Your program is making an invalid dynamic link call to a .DLL file.
How can this be fixed? OR can it? The only time this error reading comes up is when I turn my computer on and the desktop shows up then the error reading . I click on close and the error message goes away on the desktop. All other programs then work, including INternet etc. HOwever, when I click on FAXWORKS for that program it comes up with the same error message and it won't open my FAXWORKS, it just goes nowhere. I can't read any faxes saved which are very important to a legal case, because I can't open the Call center. I've downloaded all the files from the "send folder" and "receive folder" but have no way of reading them or copying them. Is this a programing problem or a hardware/software problem? Have purchased new fax/answering machine to keep this from happening again, but need files Now for legal issue. Can you help me?
This question was answered on July 27, 1999. Much of the information contained herein may have changed since posting.
After some research we have found the following tech support document for FaxWorks:
Resolving "Call to Undefined Dynalink"
The error message "Call to Undefined Dynalink" occurs with FaxWorks Windows clients when Windows locates an incorrect version of a Dynamic Link Library (.DLL) file and loads it into memory Errors of this type can usually be resolved by deleting the FaxWorks FX_*.DLL files and then reinstalling the FaxWorks Windows client software The following step-by-step instructions will take you through the procedure These instructions use an MS-DOS Command Prompt since that is common with all versions of Windows Users of Windows 3.1 and NT 3.51 can use File Manager instead Users of Windows 95 and NT 4.0 can use Explorer
At the workstation that is reporting the error message, close FaxWorks
Either exit Windows or open a Command Prompt (MS-DOS prompt) In Windows 3.1 and NT 3.51, the Command Prompt is located in the group "Main" In Windows 95 and NT 4.0, it is located on the Start->Programs menu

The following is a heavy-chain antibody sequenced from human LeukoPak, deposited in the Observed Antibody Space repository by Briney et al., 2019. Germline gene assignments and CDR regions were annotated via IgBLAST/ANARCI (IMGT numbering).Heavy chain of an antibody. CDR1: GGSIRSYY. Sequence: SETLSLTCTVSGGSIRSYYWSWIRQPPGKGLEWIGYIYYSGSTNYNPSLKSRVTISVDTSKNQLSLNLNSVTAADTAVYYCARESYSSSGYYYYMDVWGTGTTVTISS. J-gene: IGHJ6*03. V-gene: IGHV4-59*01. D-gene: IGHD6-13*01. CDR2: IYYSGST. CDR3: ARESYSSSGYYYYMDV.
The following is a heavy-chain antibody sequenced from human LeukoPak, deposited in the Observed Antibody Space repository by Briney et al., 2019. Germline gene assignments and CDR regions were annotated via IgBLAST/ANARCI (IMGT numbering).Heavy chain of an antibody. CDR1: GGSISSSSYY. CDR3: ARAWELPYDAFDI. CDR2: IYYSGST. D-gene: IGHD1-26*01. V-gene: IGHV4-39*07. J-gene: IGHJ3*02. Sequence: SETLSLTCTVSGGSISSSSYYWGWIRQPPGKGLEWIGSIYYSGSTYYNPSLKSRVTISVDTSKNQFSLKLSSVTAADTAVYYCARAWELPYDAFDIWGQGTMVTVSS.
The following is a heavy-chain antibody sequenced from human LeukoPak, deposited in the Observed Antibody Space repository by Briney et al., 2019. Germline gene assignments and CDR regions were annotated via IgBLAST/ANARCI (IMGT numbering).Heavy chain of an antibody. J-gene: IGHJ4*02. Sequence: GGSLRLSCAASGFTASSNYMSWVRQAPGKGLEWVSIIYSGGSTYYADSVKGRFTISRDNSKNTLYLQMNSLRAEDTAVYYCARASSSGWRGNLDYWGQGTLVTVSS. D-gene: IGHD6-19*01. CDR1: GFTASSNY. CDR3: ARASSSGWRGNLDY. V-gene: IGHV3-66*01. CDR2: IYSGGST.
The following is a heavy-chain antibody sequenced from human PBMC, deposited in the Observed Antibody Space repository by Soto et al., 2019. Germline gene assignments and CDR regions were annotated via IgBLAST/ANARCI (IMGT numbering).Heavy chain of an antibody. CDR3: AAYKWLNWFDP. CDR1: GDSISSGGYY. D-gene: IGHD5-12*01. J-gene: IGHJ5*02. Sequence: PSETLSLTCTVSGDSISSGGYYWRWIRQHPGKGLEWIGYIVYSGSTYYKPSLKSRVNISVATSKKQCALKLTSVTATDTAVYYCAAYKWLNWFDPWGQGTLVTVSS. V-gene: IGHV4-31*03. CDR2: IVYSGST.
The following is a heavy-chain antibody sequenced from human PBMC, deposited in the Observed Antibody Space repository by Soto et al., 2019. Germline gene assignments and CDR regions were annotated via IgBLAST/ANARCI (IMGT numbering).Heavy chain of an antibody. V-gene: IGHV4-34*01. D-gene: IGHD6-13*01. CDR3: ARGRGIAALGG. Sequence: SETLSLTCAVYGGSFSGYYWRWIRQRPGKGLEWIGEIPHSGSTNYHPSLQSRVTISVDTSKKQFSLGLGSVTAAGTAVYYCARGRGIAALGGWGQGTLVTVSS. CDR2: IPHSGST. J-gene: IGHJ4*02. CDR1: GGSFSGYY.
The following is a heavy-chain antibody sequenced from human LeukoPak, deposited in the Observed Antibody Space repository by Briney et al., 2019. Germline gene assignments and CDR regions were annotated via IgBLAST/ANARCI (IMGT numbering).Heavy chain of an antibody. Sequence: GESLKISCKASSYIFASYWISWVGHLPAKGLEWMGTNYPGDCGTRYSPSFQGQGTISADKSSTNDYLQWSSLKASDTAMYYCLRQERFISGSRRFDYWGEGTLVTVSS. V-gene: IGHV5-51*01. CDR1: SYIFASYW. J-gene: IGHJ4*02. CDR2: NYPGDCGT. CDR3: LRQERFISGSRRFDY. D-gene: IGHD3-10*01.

Change to the drive that contains your Windows system directory Normally this is drive C: If the Command Prompt indicates that you are on a different drive, then change to the correct drive by typing the drive letter followed by a colon, then press enter
Change to the root directory of the drive by typing CD\ then press enter
Locate all of the FaxWorks .DLL files by typing DIR FX_*.DLL /S /P then press enter This command will search the entire drive, including all subdirectories, and may take a minute or two to run
As it locates the files, your computer will display them on the screen With the /P parameter on the command, it will also pause each time the screen fills with information Each time it finds some of the files in a new subdirectory, it will print the subdirectory name In the example screen, it found files in the directory C:\WINDOWS\SYSTEM Write down the name of each directory in which your computer finds these files.
Note: The screen image displayed here is an example Depending on your version of FaxWorks, the file listing that you see on your screen may differ from the one in our example in both the number of files and the date/size of the files
Once the search has completed, change to the first directory where the files were found In our example, this is the directory WINDOWS\SYSTEM To change to a specific directory, type the command CD followed by a backslash and the directory name followed by the enter key Using our example, you would type
CD \WINDOWS\SYSTEM then press enter
Delete the FaxWorks files by typing DEL FX_*.DLL then press enter
Repeat this procedure for each directory in which the FaxWorks files are located Most of the time, they will only be found in the \WINDOWS\SYSTEM directory, but from time to time they may be in other directories as well
When you have finished deleting these files, reboot your computer
Finally, reinstall the FaxWorks by running SETUP.EXE from the FWLAN\WINSTALL directory
You had stated that you have saved all sent and received files so make sure you have them copied somewhere safely before you begin Good luck!
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Posted by Ken Colburn of Data Doctors on July 27, 1999